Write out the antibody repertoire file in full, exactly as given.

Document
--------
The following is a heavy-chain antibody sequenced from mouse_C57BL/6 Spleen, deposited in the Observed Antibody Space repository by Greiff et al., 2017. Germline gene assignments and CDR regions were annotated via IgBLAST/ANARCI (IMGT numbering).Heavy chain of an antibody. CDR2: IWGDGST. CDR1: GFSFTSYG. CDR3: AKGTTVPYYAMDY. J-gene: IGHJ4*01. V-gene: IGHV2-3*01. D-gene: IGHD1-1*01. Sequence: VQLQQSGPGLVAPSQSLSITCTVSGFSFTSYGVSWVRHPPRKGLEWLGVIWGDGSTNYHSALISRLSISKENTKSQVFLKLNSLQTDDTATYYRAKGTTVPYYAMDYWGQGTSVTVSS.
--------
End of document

The following is a heavy-chain antibody sequenced from mouse_C57BL/6 Spleen, deposited in the Observed Antibody Space repository by Greiff et al., 2017. Germline gene assignments and CDR regions were annotated via IgBLAST/ANARCI (IMGT numbering).Heavy chain of an antibody. CDR2: IWGDGST. CDR1: GFSFTSYG. CDR3: AKGTTVPYYAMDY. J-gene: IGHJ4*01. V-gene: IGHV2-3*01. D-gene: IGHD1-1*01. Sequence: VQLQQSGPGLVAPSQSLSITCTVSGFSFTSYGVSWVRHPPRKGLEWLGVIWGDGSTNYHSALISRLSISKENTKSQVFLKLNSLQTDDTATYYRAKGTTVPYYAMDYWGQGTSVTVSS.